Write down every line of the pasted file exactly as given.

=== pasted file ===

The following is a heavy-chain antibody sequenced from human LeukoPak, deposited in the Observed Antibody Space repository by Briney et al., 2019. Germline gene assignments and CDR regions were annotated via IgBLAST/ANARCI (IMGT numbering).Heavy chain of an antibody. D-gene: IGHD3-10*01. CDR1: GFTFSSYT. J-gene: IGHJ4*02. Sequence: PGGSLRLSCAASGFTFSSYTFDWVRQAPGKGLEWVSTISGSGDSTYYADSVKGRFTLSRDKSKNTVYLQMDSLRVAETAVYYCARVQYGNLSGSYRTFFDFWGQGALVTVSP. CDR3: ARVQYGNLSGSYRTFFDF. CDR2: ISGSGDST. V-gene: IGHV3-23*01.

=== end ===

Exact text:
The following is a heavy-chain antibody sequenced from human LeukoPak, deposited in the Observed Antibody Space repository by Briney et al., 2019. Germline gene assignments and CDR regions were annotated via IgBLAST/ANARCI (IMGT numbering).Heavy chain of an antibody. D-gene: IGHD3-10*01. CDR1: GFTFSSYT. J-gene: IGHJ4*02. Sequence: PGGSLRLSCAASGFTFSSYTFDWVRQAPGKGLEWVSTISGSGDSTYYADSVKGRFTLSRDKSKNTVYLQMDSLRVAETAVYYCARVQYGNLSGSYRTFFDFWGQGALVTVSP. CDR3: ARVQYGNLSGSYRTFFDF. CDR2: ISGSGDST. V-gene: IGHV3-23*01.